SEATTLE (AP) — Federal officials are investigating a deadly crash last week between an amphibious tour vehicle and a charter bus carrying international college students in Seattle. Here are questions and answers about the collision and the National Transportation Safety Board investigation.
A so-called duck boat carrying about three dozen tourists and a charter bus with about 45 North Seattle College students and staff aboard were traveling in different directions across a bridge Thursday when witnesses say they saw the duck boat's left tire lock up as it swerved into the bus.
HOW MANY PEOPLE DIED?
Four people were killed Thursday and a fifth —a 20-year-old woman — died Sunday at a hospital. Her name has not been released, but she was an international student attending North Seattle College.
Authorities identified the others killed as: Runje Song, 17, of China; Privando Putradanto, 18, of Indonesia; Mami Sato, 36, of Japan; and Claudia Derschmidt, 49, of Austria. All were international students heading to orientation activities.
More than 50 people were transported to area hospitals following the accident. At least 13 remained hospitalized Sunday.
WHAT HAS THE INVESTIGATION FOUND?
Authorities say it will be months before they can determine an exact cause of the accident. The duck boat's left front axle was sheared off, though it wasn't clear if the axle had broken before or after the collision, officials said.
The duck boat did not have an axle repair that was recommended for at least some of the amphibious vehicles in 2013, NTSB member Earl Weener said Sunday. Ride the Ducks International, which refurbished the boat in 2005, warned its customers two years ago about potential axle failure and recommended a specific repair or increased monitoring, he said.
It's unclear if the company that owns the vehicle — Ride the Ducks of Seattle — was aware of the warning, Weener said.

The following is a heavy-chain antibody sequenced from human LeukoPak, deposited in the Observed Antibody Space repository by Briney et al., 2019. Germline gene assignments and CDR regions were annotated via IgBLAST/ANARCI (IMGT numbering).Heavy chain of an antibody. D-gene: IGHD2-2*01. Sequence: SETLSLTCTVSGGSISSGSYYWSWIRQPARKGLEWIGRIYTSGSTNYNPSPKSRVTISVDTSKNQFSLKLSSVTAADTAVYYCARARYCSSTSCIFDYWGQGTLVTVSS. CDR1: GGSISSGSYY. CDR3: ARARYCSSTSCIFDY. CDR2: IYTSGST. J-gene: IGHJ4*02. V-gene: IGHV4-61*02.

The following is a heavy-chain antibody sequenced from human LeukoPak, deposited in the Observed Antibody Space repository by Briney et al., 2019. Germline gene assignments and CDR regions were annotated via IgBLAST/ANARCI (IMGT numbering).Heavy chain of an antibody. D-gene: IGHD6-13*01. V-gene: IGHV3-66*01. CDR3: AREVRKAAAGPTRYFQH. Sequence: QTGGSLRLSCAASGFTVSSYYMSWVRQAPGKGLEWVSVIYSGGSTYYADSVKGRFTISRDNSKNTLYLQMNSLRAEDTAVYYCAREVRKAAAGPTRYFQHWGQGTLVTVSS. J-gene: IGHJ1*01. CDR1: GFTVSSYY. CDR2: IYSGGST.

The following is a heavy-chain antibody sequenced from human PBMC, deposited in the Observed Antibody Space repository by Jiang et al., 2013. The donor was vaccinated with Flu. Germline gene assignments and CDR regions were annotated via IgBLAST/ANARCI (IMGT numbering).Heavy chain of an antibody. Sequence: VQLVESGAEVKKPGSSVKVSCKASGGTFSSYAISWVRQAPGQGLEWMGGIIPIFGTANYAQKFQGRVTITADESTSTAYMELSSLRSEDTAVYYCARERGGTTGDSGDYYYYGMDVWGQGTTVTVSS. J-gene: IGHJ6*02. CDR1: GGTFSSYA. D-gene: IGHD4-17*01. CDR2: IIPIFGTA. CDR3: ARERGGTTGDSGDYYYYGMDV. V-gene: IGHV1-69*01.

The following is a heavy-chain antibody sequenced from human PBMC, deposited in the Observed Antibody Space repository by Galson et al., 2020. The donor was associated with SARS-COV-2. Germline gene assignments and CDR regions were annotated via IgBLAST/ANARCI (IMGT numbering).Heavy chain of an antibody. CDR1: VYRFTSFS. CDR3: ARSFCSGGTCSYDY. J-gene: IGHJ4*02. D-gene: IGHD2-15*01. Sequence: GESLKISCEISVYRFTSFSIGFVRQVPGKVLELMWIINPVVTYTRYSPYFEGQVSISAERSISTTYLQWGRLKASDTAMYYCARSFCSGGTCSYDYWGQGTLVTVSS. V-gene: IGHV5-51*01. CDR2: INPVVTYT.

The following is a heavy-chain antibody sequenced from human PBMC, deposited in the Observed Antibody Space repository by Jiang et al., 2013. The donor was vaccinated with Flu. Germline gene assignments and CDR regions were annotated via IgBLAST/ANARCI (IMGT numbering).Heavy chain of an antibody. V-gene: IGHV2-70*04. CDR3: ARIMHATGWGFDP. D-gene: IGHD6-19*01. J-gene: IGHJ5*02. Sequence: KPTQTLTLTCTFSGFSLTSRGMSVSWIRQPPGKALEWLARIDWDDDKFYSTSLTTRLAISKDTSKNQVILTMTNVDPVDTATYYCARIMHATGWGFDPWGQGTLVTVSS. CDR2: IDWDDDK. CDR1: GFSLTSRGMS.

Ride the Ducks of Seattle owner Brian Tracey didn't say in a statement Sunday night whether the company knew of the warning.
"We are working to understand what happened and have completely opened our operations to NTSB investigators," he said.
WHAT EXACTLY ARE DUCK BOATS?
The U.S. Army deployed thousands of amphibious landing craft during World War II that were known then by their military designation, DUKW. Once the war was over, they were used by civilian law enforcement agencies and also converted to sightseeing vehicles in U.S. cities. The DUKW designation was replaced with the duck boat moniker that is used by various tour companies.
The vehicle involved in the Seattle crash was an Army surplus craft built in 1945.
HAVE THERE BEEN PREVIOUS DUCK BOAT ACCIDENTS?
An amphibious vehicle sank on Lake Hamilton in Arkansas in 1999, killing 13 people in an accident the National Transportation Safety Board blamed on inadequate maintenance. Investigators determined that the vessel, built by the Army in 1944, was not designed for passenger service and, as a result, lacked the proper buoyancy to remain afloat.
In 2010, a barge hit a sightseeing duck boat on the Delaware River near Philadelphia, sinking it in water about 55 feet deep and killing two Hungarian tourists. More than 25 people were injured.
The NTSB found that the tugboat operator was distracted by his cellphone and laptop computer. Investigators also found fault with the maintenance of the duck boat and decisions by the captain to anchor in an active navigation channel.